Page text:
AUG 2017

DAYSPA is the business resource for spa & wellness professionals! Each issue covers the latest in skin care, spa treatments, wellness services and management strategies.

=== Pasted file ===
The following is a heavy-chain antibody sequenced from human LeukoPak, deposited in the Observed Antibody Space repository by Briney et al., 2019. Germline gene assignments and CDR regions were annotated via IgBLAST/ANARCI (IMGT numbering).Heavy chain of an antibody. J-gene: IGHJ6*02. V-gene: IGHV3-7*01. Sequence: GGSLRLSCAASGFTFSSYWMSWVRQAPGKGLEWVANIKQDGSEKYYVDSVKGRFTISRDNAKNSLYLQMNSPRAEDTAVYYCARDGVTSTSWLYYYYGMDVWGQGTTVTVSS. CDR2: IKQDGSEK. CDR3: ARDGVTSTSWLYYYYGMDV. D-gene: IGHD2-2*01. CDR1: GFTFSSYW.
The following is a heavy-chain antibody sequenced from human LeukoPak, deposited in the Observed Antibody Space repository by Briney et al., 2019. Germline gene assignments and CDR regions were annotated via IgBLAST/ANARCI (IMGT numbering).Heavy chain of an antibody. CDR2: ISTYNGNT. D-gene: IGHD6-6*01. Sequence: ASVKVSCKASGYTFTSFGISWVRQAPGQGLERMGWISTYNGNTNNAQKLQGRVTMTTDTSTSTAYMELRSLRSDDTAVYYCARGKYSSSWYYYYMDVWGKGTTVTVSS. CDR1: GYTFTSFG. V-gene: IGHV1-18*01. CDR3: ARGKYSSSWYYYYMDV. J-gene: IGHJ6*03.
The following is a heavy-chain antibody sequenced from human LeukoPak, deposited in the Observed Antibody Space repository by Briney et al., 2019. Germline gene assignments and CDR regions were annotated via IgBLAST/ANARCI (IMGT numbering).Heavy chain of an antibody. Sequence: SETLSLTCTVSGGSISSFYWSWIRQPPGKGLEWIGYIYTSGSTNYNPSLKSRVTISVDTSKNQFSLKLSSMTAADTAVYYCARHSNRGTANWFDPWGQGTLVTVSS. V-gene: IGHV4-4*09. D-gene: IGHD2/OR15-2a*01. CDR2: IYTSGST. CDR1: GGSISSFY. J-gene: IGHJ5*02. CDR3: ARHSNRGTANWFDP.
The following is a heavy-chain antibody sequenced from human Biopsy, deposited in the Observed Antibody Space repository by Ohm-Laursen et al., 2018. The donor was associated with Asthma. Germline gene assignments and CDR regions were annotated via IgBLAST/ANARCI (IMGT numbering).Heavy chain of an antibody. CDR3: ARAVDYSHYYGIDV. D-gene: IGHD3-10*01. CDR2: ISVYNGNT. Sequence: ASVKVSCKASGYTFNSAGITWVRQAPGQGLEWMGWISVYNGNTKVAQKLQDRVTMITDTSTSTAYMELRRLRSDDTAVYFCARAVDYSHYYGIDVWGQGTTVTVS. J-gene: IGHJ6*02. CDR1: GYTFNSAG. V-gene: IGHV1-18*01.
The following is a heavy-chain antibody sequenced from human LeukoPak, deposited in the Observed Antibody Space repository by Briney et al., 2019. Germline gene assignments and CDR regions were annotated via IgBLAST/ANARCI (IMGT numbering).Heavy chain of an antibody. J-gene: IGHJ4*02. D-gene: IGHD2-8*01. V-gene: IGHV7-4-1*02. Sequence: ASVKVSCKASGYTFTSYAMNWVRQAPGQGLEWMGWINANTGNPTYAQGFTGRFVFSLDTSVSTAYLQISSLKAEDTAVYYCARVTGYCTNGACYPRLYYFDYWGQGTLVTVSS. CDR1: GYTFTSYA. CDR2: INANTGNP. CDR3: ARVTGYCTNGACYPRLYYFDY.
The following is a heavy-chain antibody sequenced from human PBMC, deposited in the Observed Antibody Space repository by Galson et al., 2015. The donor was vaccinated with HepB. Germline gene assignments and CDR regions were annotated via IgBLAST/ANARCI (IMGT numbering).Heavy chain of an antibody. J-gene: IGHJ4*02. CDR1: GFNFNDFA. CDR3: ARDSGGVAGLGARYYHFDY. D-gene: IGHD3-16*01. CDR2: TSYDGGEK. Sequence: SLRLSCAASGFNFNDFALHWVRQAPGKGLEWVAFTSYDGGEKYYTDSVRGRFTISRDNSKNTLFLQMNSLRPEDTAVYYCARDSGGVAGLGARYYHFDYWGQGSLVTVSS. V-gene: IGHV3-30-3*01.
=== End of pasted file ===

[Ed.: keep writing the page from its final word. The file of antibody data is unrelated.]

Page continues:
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[ 60 ] • # dayspamagazine • august 2017 © GETTY IMAGES 3 STUDY YOUR STATS You can't judge your social media success based solely on how many likes a particular post receives. Lindsay Houghton, social media director of THE Pearl Modern Spa and Boutique in Fulton, Maryland, is a fan of Facebook, Twitter and Instagram analytics for tracking engagement. "They send valuable reports and statistics about how your promotion went—what worked and what didn't," she says. "I use that information to give our followers more of what they want." Analytical tools, such as Brand24 ( or Simply Measured (, to name but two, can help you assess whether you're meeting your goals. back to basics 4 ENGAGE, ENGAGE, ENGAGE Think of social media as an exceptional opportunity to converse with current and potential clients outside of the spa. Connect with them by asking their opinions about spa-related topics, or responding to questions and concerns. Rhonda Mordecai, owner of Sole'renity Spa in Sulphur, Oklahoma, reserves time in the morning and at the end of each day to interact with followers. "We try to reply to every comment as soon as we can," she says. "People really appreciate that we take the time to listen and respond." 5 BE HANDS OFF The avalanche of information on social media can be overwhelming, but you don't need to log in daily to be present. At On The Side Spa in Westfi eld, New Jersey, spa director Taryn Larsen opts to receive alerts on her phone whenever someone comments or reviews the spa online. "It helps me stay on top of how our audience engages without having to scroll through our feed for an hour," she explains. In addition, sites like Hootsuite (hootsuite .com) and Edgar ( enable you to schedule content up to months in advance. 2 PICK THE RIGHT PLATFORM Your chosen social media channels should align with your marketing goals and target demographic. For example, Wickham points out that although Facebook has over a billion daily users and enormous reach, it has recently declined in popularity among people ages 18 to 34. "You need to be where your audience hangs out. If you're targeting a younger clientele, you'll want to be on Instagram or Snapchat because that's where they are," she advises. Instagram can be especially valuable for day spas, as they can seduce potential clients with their spaces' aesthetic appeal. On the other hand, LinkedIn would be a better option for businesses looking to attract a more corporate clientele. Testing diff erent approaches on various platforms for at least three to six months is key to determining which ones are a good fi t.

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